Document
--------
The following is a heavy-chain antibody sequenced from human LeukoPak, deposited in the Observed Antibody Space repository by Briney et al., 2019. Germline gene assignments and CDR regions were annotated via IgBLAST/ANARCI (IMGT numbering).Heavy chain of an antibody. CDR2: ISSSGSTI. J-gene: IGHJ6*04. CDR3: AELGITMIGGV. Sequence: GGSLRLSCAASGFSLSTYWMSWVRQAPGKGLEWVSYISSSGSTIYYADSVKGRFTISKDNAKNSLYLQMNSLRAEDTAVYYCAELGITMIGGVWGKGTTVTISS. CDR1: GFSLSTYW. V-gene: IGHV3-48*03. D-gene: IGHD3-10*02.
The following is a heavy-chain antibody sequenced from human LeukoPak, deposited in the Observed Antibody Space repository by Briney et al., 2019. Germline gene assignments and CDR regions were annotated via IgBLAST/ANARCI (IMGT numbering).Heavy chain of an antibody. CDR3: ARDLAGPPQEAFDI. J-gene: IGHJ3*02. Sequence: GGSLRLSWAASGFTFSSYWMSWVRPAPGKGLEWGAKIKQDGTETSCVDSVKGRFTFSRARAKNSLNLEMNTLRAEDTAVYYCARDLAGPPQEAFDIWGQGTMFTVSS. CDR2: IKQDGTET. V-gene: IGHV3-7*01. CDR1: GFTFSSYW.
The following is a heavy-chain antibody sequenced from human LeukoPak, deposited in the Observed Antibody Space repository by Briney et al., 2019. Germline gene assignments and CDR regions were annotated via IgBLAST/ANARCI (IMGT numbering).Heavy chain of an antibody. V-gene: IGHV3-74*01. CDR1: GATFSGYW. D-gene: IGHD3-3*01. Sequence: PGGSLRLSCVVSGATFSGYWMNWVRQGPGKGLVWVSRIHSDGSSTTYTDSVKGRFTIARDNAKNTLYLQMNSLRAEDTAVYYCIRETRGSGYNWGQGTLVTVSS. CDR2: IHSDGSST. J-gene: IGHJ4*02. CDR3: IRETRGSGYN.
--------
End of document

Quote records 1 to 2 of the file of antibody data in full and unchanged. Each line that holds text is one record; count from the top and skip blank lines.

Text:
The following is a heavy-chain antibody sequenced from human LeukoPak, deposited in the Observed Antibody Space repository by Briney et al., 2019. Germline gene assignments and CDR regions were annotated via IgBLAST/ANARCI (IMGT numbering).Heavy chain of an antibody. CDR2: ISSSGSTI. J-gene: IGHJ6*04. CDR3: AELGITMIGGV. Sequence: GGSLRLSCAASGFSLSTYWMSWVRQAPGKGLEWVSYISSSGSTIYYADSVKGRFTISKDNAKNSLYLQMNSLRAEDTAVYYCAELGITMIGGVWGKGTTVTISS. CDR1: GFSLSTYW. V-gene: IGHV3-48*03. D-gene: IGHD3-10*02.
The following is a heavy-chain antibody sequenced from human LeukoPak, deposited in the Observed Antibody Space repository by Briney et al., 2019. Germline gene assignments and CDR regions were annotated via IgBLAST/ANARCI (IMGT numbering).Heavy chain of an antibody. CDR3: ARDLAGPPQEAFDI. J-gene: IGHJ3*02. Sequence: GGSLRLSWAASGFTFSSYWMSWVRPAPGKGLEWGAKIKQDGTETSCVDSVKGRFTFSRARAKNSLNLEMNTLRAEDTAVYYCARDLAGPPQEAFDIWGQGTMFTVSS. CDR2: IKQDGTET. V-gene: IGHV3-7*01. CDR1: GFTFSSYW.